Role of World Food Programme in Egypt

Mohamed Salah
8 Min Read
Gian Pietro Bordignon, the director of the World Food Program in Egypt (Mohamed SalahEldin/DNE Photo)
Gian Pietro Bordignon, the director of the World Food Program in Egypt (Mohamed SalahEldin/DNE Photo)
GianPietro Bordignon, the director of the World Food Program in Egypt
(Mohamed SalahEldin/DNE Photo)

The World Food Programme (WFP) has assisted approximately 685,000 food-insecure people in Egypt between 2007 and 2012, at a cost of over $70m. The WFP strengthens government capacity to improve food and nutrition security for the most vulnerable regions, with the objective of reducing poverty, food insecurity and malnutrition in the country by improving the efficiency and cost-effectiveness of national food-based safety nets, namely food subsidies and national primary school meals programmes, as well as supporting the government in designing effective policies based on sustainable monitoring systems.

GianPietro Bordignon, the director of WFP in Egypt, spoke to Daily News Egypt about the organisation’s objectives and activities in the country.

Tell us about the WFP’s role in Egypt?

We work with our traditional partners such as the European Union and overseas development agencies to fund our programmes.

In doing this we follow a two-track approach: The first is the traditional work we do; the second is supporting development intervention through targeted food assistance. The assistance is directed at those groups who need it most.

For the first track, our assistance is mainly in-kind food provision. Recently we adopted a new tool for Syrian refugees in Egypt, including food vouchers that allow them to go to markets and choose the food items they want. We serve refugees communities in Cairo, Alexandria, Damietta and other cities, and we also help Syrian refugees in other countries such as Turkey and Lebanon.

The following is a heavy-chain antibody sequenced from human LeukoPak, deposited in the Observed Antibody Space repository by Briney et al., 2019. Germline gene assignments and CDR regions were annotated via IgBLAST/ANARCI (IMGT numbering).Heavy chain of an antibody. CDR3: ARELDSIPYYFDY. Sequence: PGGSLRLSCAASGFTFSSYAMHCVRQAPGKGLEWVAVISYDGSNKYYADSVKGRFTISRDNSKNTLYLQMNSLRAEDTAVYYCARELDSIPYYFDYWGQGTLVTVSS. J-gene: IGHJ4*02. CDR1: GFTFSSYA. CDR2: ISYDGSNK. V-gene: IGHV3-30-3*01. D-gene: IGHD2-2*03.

We also provide food assistance in Upper Egypt and technical assistance to national institutions in two main areas: food security analysis and early warning systems. We cooperate with the Information and Decision Support Centre (IDSC) and the Central Agency for Public Mobilisation and Statistics (CAPMAS) on food security, food prices, inflation and the nutritional situation.

Our intervention started back in 2006 and 2007 with the bird flu crisis which affected poultry. The nutritional situation deteriorated between 2005 and 2008, and malnutrition increased by 20% during that period. We believe the impact was greater on the poorer strata of the population.

Throughout the financial crisis in 2009 and 2010 and the Arab Spring in 2011, economic conditions for the poorest Egyptians did not improve. The proportion of the population under the poverty line currently stands at 25%, with 20% of the population currently near the poverty line. The internal and external shocks [caused by these crises and events] have a detrimental effect on foreign investment and business levels.

We are keeping a close eye on the signals which if properly read can constitute an early warning system, we also work on improving the quality of subsidised food through micro-nutrients by adding Iron and folic acid and vitamins A and D to cooking oil and cereals. This is important for the development of Egypt because the budget of poor households is not sufficient to enable them to acquire the vitamins and minerals lacking in their diets.